In response to the 2010 Edge Annual Question How Has The Internet Changed The Way You Think? classicist James O’Donnell proposed that his fingers have become part of his brain. That “the sign of thinking is that I reach for the mouse and start “shaking it loose”… My eyes and hands have already learned to work together in new ways with my brain in a process of clicking, typing a couple of words, clicking, scanning, clicking again that really is a new way of thinking for me.
That finger work is unconscious. It just starts to happen. But it’s the way I can now tell thinking has begun as I begin working my way through an information world more tactile than ever before.”
I, too, often kind of “type” my thoughts into mid-air; a kinetic response to thinking. Is this just a direct response to the time I spend in front of a computer, thinking, and to the devices I use? Possibly. But it isn’t the only response to what O’Donnell terms “the living presence of networked information.” My greater response is far more encompassing than that. Because of my direct connection to my networks – to you – to people with shared interests and frames of reference with whom my buy-in to conversation is the input of interesting content or comment, the way I actually look at the world, the way I listen, and the attention I pay, is shifting. It is as though the network itself is a giant amorphous creature, and I am merely one eye that can see for it; a scout whose role is to look at the world for the information that will benefit the network itself, and bring it back.
When I last visited a museum, you were there with me. I carried you, reader, in my thoughts; in my pocket; in my devices. Though you had no eyes of your own, you stood behind my eyes when I looked at the objects; when I observed the space. Your presence changed my looking. How could I translate what was in front of my eyes and make it meaningful for you? My looking was looking on your behalf as much as my own. Simultaneously, I took note of what interested me and what might interest you. I tried to pay attention to the sorts of things you might want to know, so that if you asked questions, I’d have answers. I did so to have content for this blog; to have reasons for connection. I did so to ensure that I’d have something to contribute to our conversations; something to talk about.
My network, of which you are part, is shifting the way I understand the world. In one way, this is because much of the information that I encounter comes through you. You link to articles, you share news, you provide new perspectives in comments and discussion. You filter forward those things that you think are worth paying attention to, and in so doing shape the way I, as part of your network, understand the world.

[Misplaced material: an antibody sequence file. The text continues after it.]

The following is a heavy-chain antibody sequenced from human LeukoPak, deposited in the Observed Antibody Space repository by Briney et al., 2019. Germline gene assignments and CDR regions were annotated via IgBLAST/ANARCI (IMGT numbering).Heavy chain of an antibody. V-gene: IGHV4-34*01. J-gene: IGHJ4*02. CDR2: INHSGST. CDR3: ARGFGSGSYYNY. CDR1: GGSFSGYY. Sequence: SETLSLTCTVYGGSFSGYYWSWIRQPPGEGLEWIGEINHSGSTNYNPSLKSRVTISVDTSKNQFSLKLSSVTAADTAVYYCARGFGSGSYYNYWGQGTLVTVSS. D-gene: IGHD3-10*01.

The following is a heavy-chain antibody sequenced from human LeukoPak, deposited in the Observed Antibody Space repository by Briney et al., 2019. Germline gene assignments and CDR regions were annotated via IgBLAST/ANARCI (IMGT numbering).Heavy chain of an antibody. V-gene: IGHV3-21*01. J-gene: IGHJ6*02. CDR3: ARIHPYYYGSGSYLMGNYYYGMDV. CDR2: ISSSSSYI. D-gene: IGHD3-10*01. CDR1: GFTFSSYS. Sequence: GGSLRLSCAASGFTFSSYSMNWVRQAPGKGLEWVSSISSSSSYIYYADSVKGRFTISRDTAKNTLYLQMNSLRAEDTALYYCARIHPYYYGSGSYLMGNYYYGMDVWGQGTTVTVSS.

But this is not the only way your presence is reshaping how I negotiate or interact with the world. It is actually changing the way I see, and hear. The sorts of
Tweetable phrases stories I now listen for, the photographs I take, the anecdotes I file away that might be of use or interest for this blog, they all shape the kind of attention I pay to the world. When I attend a conference without Twitter, I hear entirely different nuance in the presentations from what I hear when I am seeking to translate and Tweet the ideas. The looking that I do; the listening. It is all changed as a result of my interactions with the network; with you.
The perceptions that we have of the world shape the way we understand it, and new technologies lead to new perceptions. Perhaps my greatest shift in this direction came once I had an iPhone; once I began to carry in my pocket a device that would allow me to capture and share what I was seeing or hearing instantly via tools like Twitter – tools that were simultaneously personal and not directed at any single other person. This device, these capabilities altered the way I experienced the physical world. I no longer had to be stuck behind my desk to share content, to make connections; I could do so from the wild. This started changing what I saw by changing what I looked for.
I now see socially. I listen, not just for myself, but for what I can translate and share to my networks. I pay attention to the ideas that you, my network, is interested in, and in so doing, I encounter the world through that lens. The things I notice are not of interest to me alone. I notice those things that I think you would be interested in too, and I think of you when I am noticing them.
When I am in situ in the museum, I encounter the space through the framework of shared assumptions that my digital networks use. My network, who I am connected to, what their interests are, changes how I see and understand the museum and the world. It changes the way I encounter and read objects. It even changes where I go, because I attend events that will be of interest and relevant to the people in my network.
What are the implications of this? We know that the museum visitor does not encounter the object as a tabula rasa, a blank slate. He or she constructs meaning based on existing knowledge and past experiences. But if I’m right about this change in looking, if looking is now taking place socially, then there are new elements and influences at play as well.
What do you think? Are you aware of changes that connection to the network has made to how you look at and interpret the world? Is this any different from the way you encountered spaces or events prior to carrying a networked device on your person?